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MIA Review: Eternity Eau de Parfum for Men by Calvin Klein (2019)

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This is a review for a perfume not yet in the Basenotes Directory. I will move the review to the directory and hide this blog entry once the perfume is added to the database.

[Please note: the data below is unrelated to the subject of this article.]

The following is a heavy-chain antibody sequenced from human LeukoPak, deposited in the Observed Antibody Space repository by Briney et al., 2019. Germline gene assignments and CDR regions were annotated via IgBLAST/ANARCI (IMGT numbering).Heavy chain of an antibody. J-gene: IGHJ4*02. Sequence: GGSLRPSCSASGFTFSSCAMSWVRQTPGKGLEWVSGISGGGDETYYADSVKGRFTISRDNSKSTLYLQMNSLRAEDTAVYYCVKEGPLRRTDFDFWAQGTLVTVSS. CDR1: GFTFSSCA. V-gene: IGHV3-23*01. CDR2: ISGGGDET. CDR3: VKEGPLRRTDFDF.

Calvin Klein seems to be having trouble with where to go next concerning some of its largest and best-selling lines. Eternity for Men (1989) was a watershed release that not only rekindled interest in the fougère genre beyond the tired barbershop varieties and the overbearing musky powerhouses that were starting to overstay their welcome by the end of the 1980’s, but also invigorated the genre by creating the off-shoot known as the “fresh fougère”, a staple scent category that would run for the next twenty years unchallenged outside aquatics until oakmoss restriction forced perfumers into turning elsewhere. In the span since a scent like the original Eternity for Men had started falling out-of-fashion (yet remains bizarrely ever-popular), Calvin Klein has tried numerous times in vain to create a follow-up smash success in the form of a new pillar that almost always falls on deaf ears, while simultaneously milking whatever cachet remains of evergreen nameplates like Eternity with an endless wave of flankers both seasonal and permanent. We’ve had so many flankers featuring different elements that one might expect combining them could summon Calvin Klein himself as if he were Captain Planet, but here we have something altogether different in nature. Calvin Klein Eternity for Men Eau de Parfum (2019) is a proper eau de parfum retooling of the iconic classic, and is not simply “a stronger Eternity” since higher concentrations of modern perfumes seldom work that way. What Eternity for Men Eau de Parfum is may be hard to fully determine, but I know what is isn’t: a fougère. Yep, you heard that right: Eternity for Men Eau de Parfum isn’t a fougère, or at least not exactly one anyway. Of course, in the light of oakmoss only being usable under IFRA regulations if it is processed to be almost free of atranol, not even the original pillar is much of a fougère by definition, since a brand like Calvin Klein won’t pay the price for expensive denatured evernia prunastri at the economy of scale they need and instead stuffs the newest formulatons of the original eau de toilette with a chemical replacer called evernyl, thus calling it a day.